17 Feb 17 WEEKLY ROUNDUP FOR FEBRUARY 10-17

A Family Feud

As the power struggle between Aleksandar Vucic and Tomislav Nikolic which blew up this week spectacularly reminds us just how unpredictable politics can be even when it might seem otherwise, we look at this and many other issues which have left their mark on our region this week. 

Aleksandar Vucic and Tomislav Nikolic at the 5th anniversary of the Progressive Party I Photo: Facebook/SNS

Suspense

In the era of the Serbian Progressive Party’s rule, Serbian politics has been anything but short of high drama and theatrics. Yet this week broke all records.

Months of speculation regarding whether Vucic would run for the Serbian presidency, or whether he would support Nikolic, as well as whether Nikolic would roll over and accept this, came to a head as Vucic announced that he was running as the SNS candidate for the Presidency. Then, at the 11th hour, came an unconfirmed announcement that Nikolic would also run against his ‘political son’. Confusion reigned supreme all around, with rumours and counter-rumours proliferating. The suspense continues. Will Nikolic indeed run and will the SNS split?

Read more: Serbian Ruling Party Faces Vucic-Nikolic Showdown (February 17, 2017)


Hungarian fence on the border with Serbia. Photo by: Beta

Warzone Without War

It may look like a warzone, but there is no war. Instead, the tall barbed wire fences and armed guards on the Serbian-Hungarian border are part of what has helped close what is known as the Balkan migrant route.

Except that it is not entirely closed. What used to be a flood of migrants has been reduced to a trickle, but the obstacles erected along the route have made the life of those still managing to get through a misery. On top of everything, as our article explains, it has helped to create a migrant smuggling industry.

Read more: Hungary’s Harsh Laws Make Migrant Journeys an Ordeal (February 10, 2017)


Stolac. Photo: Igor Spaic

Tense Rerun

The residents of the small town of Stolac in southern Bosnia will be holding their breath this weekend, while the rest of the country looks on. October’s country-wide local elections are being repeated on February 19, following violent clashes between the towns Croats and Bosniaks in October, which led to their annulment.

Back in October, the violence briefly put Stolac in the focus of Bosnian, regional and even international attention, which has since all but evaporated. Yet the town’s tensions and divisions have certainly not gone away – if anything, our reporter finds that they have sharpened. While they may be ethnically divided, the towns Croats, Bosniaks and few remaining Serbs are united by one thing – poor living standards, lack of jobs and emigration that is gradually emptying the town out.

Read more: Bosnia’s Divided Stolac Braces for Disputed Poll Rerun (February 14, 2017)


Nexhemdin Spahiu, Photo courtesy of Nexhemdin Spahiu.

Bridges That Divide

For all the talk of normalizing relations between Serbia and Kosovo, in the town of Mitrovica life feels anything but normal most of the time. Including the town’s main bridge, which for more than a decade and a half had been a symbol of division rather than of unity between the towns two banks.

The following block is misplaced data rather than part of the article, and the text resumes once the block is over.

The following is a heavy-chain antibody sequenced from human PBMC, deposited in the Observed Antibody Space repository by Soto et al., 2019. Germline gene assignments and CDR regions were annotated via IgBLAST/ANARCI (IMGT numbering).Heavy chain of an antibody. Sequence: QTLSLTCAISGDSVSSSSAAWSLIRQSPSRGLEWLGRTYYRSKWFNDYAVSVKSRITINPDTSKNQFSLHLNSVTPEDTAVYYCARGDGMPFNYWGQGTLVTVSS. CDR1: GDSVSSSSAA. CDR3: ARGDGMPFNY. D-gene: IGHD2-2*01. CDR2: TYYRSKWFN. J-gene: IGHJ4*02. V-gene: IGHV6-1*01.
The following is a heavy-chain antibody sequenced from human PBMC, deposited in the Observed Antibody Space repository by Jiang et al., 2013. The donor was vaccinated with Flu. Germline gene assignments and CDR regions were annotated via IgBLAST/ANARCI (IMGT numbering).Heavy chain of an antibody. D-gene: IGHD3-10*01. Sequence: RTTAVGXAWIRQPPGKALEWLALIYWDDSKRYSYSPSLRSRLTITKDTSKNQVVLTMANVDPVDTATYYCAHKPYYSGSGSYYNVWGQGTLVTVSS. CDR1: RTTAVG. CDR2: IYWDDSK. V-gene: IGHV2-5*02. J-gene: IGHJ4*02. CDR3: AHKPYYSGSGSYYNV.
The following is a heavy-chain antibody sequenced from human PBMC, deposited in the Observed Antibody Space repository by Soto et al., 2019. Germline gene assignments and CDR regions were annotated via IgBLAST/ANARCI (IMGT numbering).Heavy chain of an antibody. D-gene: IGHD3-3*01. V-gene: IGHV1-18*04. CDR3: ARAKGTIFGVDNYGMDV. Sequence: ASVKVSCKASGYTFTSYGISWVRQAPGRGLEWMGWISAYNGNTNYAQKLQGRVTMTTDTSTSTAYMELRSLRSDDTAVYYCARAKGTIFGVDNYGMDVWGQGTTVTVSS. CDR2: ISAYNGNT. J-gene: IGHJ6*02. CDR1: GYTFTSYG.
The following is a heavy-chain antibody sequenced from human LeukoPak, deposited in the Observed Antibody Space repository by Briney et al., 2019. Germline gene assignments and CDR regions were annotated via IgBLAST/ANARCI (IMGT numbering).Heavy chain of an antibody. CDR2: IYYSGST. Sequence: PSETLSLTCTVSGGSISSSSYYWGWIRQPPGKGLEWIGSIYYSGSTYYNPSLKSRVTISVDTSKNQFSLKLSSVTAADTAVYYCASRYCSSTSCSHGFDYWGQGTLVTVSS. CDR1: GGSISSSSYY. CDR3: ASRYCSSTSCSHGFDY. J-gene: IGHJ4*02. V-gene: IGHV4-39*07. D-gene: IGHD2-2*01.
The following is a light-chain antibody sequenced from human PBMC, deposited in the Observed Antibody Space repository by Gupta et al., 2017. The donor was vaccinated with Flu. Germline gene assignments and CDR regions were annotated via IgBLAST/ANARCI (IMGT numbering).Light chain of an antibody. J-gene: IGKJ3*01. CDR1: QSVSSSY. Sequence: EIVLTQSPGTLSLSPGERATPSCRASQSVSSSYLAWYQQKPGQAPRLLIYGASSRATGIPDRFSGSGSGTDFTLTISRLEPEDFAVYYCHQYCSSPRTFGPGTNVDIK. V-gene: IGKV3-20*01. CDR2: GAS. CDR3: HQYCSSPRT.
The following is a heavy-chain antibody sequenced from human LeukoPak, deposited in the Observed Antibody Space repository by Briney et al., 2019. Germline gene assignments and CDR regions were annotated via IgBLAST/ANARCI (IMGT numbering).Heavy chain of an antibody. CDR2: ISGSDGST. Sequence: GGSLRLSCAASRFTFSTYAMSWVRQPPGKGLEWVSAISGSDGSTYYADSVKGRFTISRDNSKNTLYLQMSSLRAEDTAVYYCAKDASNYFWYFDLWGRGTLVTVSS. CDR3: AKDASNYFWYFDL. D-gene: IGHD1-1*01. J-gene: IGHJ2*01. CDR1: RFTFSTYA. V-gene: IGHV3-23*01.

The division has deeply affected everyday life in Mitrovica. More ominously, as our interview with Nexhmedin Spahiu shows, even those who were once optimistic about prospects of reuniting the town are seeing their last hopes evaporate.

Read more: Mitrovica Bridge Still Dividing Instead of Uniting Kosovo (February 13, 2017)


Doctor Trpimir Goluza, decided not perform abortions due to conscientious objection. Photo: Croatian Chamber of Medicine

Dilemmas of Conscience

Abortion is a controversial topic across much of the world and Croatia is no exception. The country’s laws give doctors the right to refuse to carry out abortions on grounds of conscience – a recent survey found that in the capital Zagreb around two-thirds of doctors had exercised this right, while in the coastal town of Split the figure stood at 95%.

The issue of whether doctors should have the right to refuse medical procedures on grounds of conscience divides both medical professionals and the public at large. Meanwhile, the Croatian Constitutional Court is due to rule on a legal challenge to the right to abortion filed back in distant 1991 by a conservative Croatian NGO. We look at the debate surrounding these issues in Croatia.

Read more: Doctors’ Refusal to Perform Abortions Divides Croatia (February 14, 2017)


Rudina Hajdari. Photo: PD.

Political ‘Repat’

While a steady stream of young people leaves the Balkans and even more dream of doing so for the sake of a better and more predictable life in the West, a small number of ‘repats’ are returning for a variety of reasons.

One interesting example is Rudina Hajdari, the daughter of Azem Hajdari, who led student movements which helped overthrow the Communist regime in 1990 in Albania. Later on, he cofounded the Democratic Party and was assassinated under strange circumstances in 1998. Rudina Hajdari left the country two years later for the US, but has decided to return and give something back to her country. We bring her story.

Read more: Albanian Anti-Communist Leader’s Daughter Enters Politics (February 16, 2017)

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